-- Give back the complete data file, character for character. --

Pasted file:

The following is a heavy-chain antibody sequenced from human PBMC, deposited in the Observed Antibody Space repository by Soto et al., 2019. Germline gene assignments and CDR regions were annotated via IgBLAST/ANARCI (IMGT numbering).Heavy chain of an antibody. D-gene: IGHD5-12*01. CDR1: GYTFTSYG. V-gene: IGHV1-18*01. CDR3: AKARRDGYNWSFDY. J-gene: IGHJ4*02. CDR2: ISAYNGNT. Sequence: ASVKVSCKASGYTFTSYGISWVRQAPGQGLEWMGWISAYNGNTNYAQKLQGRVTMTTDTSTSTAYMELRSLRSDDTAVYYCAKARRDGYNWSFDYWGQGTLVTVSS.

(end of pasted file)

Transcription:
The following is a heavy-chain antibody sequenced from human PBMC, deposited in the Observed Antibody Space repository by Soto et al., 2019. Germline gene assignments and CDR regions were annotated via IgBLAST/ANARCI (IMGT numbering).Heavy chain of an antibody. D-gene: IGHD5-12*01. CDR1: GYTFTSYG. V-gene: IGHV1-18*01. CDR3: AKARRDGYNWSFDY. J-gene: IGHJ4*02. CDR2: ISAYNGNT. Sequence: ASVKVSCKASGYTFTSYGISWVRQAPGQGLEWMGWISAYNGNTNYAQKLQGRVTMTTDTSTSTAYMELRSLRSDDTAVYYCAKARRDGYNWSFDYWGQGTLVTVSS.